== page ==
As a Special Forces Green Beret with multiple combat deployments, the war I survived began off the battlefield. It has greatly impacted me and my family. Our triumph over the progressive fallout from countless traumatic brain injuries, or TBIs, that almost caused me to take my life was hard-fought and equally hard-won. The battle persists as we now serve others in the same position that are on precipitous journeys themselves (check out our mini-documentary on Warrior Angels Foundation). I couldn’t comprehend why I found myself malfunctioning. I sat on it until I couldn’t sit on it anymore. I turned to the military health care system for help and received none. The following lessons learned outlines the mechanism and fallout from a TBI. The system did not provide me with this understanding, I earned it. My intent with this information is three-fold;
The information below is discussed in greater detail in my upcoming book Tales From the Blast Factory: A Brain-Injured Special Forces Green Beret's Journey Back from the Brink. If you would to receive a free PDF version when it’s published or you would like to receive our Warrior Soul Agoge newsletter click here for more details (What is the Agoge?). These lessons we’re paid for in blood, it is my honor to give them to you. What I once thought was the worst thing in my life is now the best thing in my life, it can be the same for you.
LESSONS LEARNED: Neuro-permissive Environment
A neuro-permissive environment is one that can foster repair and regrowth. It is free of toxins, inflammation, and oxidative stress. A non-neuro-permissive environment does not support repair and regrowth.
LESSONS LEARNED: Traumatic Brain Injury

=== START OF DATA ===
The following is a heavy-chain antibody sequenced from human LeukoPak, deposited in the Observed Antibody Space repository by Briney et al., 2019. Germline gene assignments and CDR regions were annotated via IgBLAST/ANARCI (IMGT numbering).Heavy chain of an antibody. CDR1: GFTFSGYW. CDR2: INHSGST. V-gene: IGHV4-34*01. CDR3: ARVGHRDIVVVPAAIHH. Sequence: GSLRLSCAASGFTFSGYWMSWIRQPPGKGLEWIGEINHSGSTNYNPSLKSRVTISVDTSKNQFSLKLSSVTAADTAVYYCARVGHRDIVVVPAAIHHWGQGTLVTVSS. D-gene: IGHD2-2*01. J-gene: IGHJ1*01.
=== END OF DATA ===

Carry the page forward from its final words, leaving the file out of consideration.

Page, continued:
A TBI is a two-phase injury. Phase I is the initial trauma, referred to as diffuse axonal injury or (DAI). Phase II is the post-traumatic neuro-inflammation (swelling) caused from the trauma in phase I. Post traumatic neuro-inflammation also leads to the dysregulation of hormones produced in the central gland (neurosteroids) and the peripheral gland (neuroactive steroids). This silent and invisible injury can lead to a non-neuro-permissive environment, go unnoticed for years, making it difficult for physicians to properly diagnose.
LESSONS LEARNED: Neurosteroids
Neurosteroids are produced by the glial cells in the brain, while neuroactive steroids are produced by the peripheral glands. Neurosteroids play important functions in neurodevelopment and neuronal remodeling, including neurogenesis, axonal and dendritic growth, and synaptic connectivity (the ability to heal and function properly). Head trauma can cause a failure of this system, leading to erratic transmissions, which can be perceived as depression and suicide, anxiety and panic attacks, and phobias and psychoses. These are all representative effects of neurosteroid dysfunction.
LESSON LEARNED: Neurons and Glial Cells
Neurons process and transmit information by way of electrical and chemical signals. Glial cells are non-neuronal cells that can inhibit or activate neurons, connect to neurons, or control the activity of neurons, in addition to providing support and protection to both the peripheral and central nervous system’s neurons. The latest in neuroscience suggests that 10 percent of our brain cells are comprised of neuronal cells, with glial cells making up the other 90 percent. Glial cells, which were previously thought to only play a supporting role to neurons, are instrumental in the functional integration of how the brain works. Head trauma from blast-wave exposure can lead to micro-tears of glial cell and neurons. The micro-tearing can result in a non-neuro-permissive environment, leading to neuro-inflammation and neurosteroid dysfunction.